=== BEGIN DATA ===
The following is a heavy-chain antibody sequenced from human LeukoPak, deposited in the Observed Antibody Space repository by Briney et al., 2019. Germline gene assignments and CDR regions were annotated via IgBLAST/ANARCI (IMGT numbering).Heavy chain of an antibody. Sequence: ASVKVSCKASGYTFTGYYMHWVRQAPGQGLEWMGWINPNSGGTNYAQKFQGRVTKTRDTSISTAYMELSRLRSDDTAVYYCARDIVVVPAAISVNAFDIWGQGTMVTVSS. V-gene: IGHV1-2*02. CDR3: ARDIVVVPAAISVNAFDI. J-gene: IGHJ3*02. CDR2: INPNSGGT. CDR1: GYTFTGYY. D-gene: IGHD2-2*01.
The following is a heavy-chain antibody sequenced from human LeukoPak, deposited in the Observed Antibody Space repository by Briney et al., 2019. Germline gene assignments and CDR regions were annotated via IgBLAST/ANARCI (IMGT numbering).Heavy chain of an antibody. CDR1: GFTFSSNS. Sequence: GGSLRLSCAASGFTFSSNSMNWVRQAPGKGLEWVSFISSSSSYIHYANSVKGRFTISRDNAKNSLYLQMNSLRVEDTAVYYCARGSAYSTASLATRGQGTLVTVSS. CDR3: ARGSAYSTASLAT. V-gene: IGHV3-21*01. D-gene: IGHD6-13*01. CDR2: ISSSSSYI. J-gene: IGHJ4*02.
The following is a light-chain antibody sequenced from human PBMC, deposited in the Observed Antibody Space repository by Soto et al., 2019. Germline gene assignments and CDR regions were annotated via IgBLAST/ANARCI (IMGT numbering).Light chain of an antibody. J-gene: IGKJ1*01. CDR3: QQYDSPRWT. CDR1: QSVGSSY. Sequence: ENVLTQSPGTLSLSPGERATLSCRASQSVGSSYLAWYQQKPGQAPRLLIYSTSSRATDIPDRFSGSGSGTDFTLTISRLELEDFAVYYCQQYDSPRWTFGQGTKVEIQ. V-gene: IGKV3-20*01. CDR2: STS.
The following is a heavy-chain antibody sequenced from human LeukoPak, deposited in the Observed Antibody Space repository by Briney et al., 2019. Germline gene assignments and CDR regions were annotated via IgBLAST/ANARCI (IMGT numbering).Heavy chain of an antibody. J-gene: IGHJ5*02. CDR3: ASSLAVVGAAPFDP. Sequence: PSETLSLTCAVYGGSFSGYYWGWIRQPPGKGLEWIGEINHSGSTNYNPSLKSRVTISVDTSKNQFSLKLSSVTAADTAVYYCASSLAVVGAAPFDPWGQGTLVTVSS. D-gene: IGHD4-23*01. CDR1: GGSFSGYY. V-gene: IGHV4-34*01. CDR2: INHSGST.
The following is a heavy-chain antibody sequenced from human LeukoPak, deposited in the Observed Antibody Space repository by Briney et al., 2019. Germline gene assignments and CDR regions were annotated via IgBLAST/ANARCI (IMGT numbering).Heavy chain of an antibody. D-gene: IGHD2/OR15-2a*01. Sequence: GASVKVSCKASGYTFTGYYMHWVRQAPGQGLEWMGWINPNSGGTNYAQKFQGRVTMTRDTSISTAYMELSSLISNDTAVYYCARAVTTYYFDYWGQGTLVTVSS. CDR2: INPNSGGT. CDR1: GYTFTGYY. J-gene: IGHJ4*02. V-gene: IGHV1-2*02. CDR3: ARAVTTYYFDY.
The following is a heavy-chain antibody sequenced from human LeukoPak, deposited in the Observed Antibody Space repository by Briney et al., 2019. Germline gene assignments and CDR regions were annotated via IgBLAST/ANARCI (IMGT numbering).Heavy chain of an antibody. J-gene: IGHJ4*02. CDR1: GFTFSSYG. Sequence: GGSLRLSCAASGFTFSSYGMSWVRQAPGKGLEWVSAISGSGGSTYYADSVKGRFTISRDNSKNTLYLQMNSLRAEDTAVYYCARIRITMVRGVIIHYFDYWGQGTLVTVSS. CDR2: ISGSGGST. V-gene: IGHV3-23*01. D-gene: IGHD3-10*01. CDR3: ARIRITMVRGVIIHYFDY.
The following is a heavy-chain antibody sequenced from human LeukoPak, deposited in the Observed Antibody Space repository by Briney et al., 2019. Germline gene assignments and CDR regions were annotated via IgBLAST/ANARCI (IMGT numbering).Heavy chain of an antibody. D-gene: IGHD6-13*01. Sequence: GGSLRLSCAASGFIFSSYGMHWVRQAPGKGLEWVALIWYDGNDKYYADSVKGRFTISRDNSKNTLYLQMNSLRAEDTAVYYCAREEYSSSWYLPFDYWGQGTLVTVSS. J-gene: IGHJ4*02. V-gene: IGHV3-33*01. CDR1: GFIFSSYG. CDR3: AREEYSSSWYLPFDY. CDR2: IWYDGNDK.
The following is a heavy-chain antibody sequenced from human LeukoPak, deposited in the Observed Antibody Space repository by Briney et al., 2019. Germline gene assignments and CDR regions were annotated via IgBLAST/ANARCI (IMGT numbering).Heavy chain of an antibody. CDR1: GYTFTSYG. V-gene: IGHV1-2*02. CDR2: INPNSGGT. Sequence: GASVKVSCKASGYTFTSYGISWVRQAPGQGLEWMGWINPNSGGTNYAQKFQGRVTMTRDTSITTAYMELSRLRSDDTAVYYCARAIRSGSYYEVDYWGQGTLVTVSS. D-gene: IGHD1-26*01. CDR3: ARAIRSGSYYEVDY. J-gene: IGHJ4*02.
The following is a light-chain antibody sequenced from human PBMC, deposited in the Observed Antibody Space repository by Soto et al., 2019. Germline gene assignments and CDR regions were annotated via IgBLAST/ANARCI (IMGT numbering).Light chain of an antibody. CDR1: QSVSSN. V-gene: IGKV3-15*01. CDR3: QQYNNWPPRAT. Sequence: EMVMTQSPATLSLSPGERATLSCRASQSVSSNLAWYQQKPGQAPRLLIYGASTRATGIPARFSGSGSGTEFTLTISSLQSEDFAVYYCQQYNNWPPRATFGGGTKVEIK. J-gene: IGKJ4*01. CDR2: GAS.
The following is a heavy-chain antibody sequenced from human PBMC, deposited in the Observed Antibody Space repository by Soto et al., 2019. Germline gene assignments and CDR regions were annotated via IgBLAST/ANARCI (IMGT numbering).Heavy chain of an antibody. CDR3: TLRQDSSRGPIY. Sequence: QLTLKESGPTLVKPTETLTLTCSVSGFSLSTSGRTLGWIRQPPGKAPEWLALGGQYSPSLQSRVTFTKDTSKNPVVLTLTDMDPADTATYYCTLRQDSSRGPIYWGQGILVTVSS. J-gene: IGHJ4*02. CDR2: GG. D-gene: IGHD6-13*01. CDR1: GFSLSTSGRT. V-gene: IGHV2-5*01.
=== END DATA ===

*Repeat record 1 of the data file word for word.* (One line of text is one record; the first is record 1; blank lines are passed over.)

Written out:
The following is a heavy-chain antibody sequenced from human LeukoPak, deposited in the Observed Antibody Space repository by Briney et al., 2019. Germline gene assignments and CDR regions were annotated via IgBLAST/ANARCI (IMGT numbering).Heavy chain of an antibody. Sequence: ASVKVSCKASGYTFTGYYMHWVRQAPGQGLEWMGWINPNSGGTNYAQKFQGRVTKTRDTSISTAYMELSRLRSDDTAVYYCARDIVVVPAAISVNAFDIWGQGTMVTVSS. V-gene: IGHV1-2*02. CDR3: ARDIVVVPAAISVNAFDI. J-gene: IGHJ3*02. CDR2: INPNSGGT. CDR1: GYTFTGYY. D-gene: IGHD2-2*01.